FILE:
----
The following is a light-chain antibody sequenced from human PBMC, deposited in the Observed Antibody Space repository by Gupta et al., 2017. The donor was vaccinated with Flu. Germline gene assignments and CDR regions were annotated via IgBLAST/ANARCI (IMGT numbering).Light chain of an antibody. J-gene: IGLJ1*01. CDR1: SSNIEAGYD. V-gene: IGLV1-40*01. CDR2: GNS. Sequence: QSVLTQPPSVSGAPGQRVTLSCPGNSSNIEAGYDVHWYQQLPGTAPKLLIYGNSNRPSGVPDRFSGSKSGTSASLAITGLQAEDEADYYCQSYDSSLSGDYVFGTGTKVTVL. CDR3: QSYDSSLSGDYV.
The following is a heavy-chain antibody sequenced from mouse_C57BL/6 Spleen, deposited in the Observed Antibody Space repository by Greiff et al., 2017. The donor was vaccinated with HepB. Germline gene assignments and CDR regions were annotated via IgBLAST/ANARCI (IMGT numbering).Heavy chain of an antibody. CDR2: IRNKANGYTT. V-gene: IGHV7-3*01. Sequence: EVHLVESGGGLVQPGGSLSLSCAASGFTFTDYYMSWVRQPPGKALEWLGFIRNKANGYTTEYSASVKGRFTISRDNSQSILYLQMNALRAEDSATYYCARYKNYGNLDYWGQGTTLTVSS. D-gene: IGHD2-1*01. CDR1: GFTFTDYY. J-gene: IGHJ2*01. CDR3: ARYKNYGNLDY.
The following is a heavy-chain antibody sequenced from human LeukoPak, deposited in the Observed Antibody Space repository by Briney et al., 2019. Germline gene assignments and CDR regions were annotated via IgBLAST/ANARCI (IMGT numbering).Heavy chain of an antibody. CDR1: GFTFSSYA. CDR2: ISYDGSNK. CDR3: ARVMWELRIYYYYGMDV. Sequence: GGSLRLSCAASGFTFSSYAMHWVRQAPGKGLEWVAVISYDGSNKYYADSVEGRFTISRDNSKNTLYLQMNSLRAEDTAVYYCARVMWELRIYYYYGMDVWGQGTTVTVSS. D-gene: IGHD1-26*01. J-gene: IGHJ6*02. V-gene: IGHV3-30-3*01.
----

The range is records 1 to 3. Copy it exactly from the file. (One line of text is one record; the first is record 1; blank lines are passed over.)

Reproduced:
The following is a light-chain antibody sequenced from human PBMC, deposited in the Observed Antibody Space repository by Gupta et al., 2017. The donor was vaccinated with Flu. Germline gene assignments and CDR regions were annotated via IgBLAST/ANARCI (IMGT numbering).Light chain of an antibody. J-gene: IGLJ1*01. CDR1: SSNIEAGYD. V-gene: IGLV1-40*01. CDR2: GNS. Sequence: QSVLTQPPSVSGAPGQRVTLSCPGNSSNIEAGYDVHWYQQLPGTAPKLLIYGNSNRPSGVPDRFSGSKSGTSASLAITGLQAEDEADYYCQSYDSSLSGDYVFGTGTKVTVL. CDR3: QSYDSSLSGDYV.
The following is a heavy-chain antibody sequenced from mouse_C57BL/6 Spleen, deposited in the Observed Antibody Space repository by Greiff et al., 2017. The donor was vaccinated with HepB. Germline gene assignments and CDR regions were annotated via IgBLAST/ANARCI (IMGT numbering).Heavy chain of an antibody. CDR2: IRNKANGYTT. V-gene: IGHV7-3*01. Sequence: EVHLVESGGGLVQPGGSLSLSCAASGFTFTDYYMSWVRQPPGKALEWLGFIRNKANGYTTEYSASVKGRFTISRDNSQSILYLQMNALRAEDSATYYCARYKNYGNLDYWGQGTTLTVSS. D-gene: IGHD2-1*01. CDR1: GFTFTDYY. J-gene: IGHJ2*01. CDR3: ARYKNYGNLDY.
The following is a heavy-chain antibody sequenced from human LeukoPak, deposited in the Observed Antibody Space repository by Briney et al., 2019. Germline gene assignments and CDR regions were annotated via IgBLAST/ANARCI (IMGT numbering).Heavy chain of an antibody. CDR1: GFTFSSYA. CDR2: ISYDGSNK. CDR3: ARVMWELRIYYYYGMDV. Sequence: GGSLRLSCAASGFTFSSYAMHWVRQAPGKGLEWVAVISYDGSNKYYADSVEGRFTISRDNSKNTLYLQMNSLRAEDTAVYYCARVMWELRIYYYYGMDVWGQGTTVTVSS. D-gene: IGHD1-26*01. J-gene: IGHJ6*02. V-gene: IGHV3-30-3*01.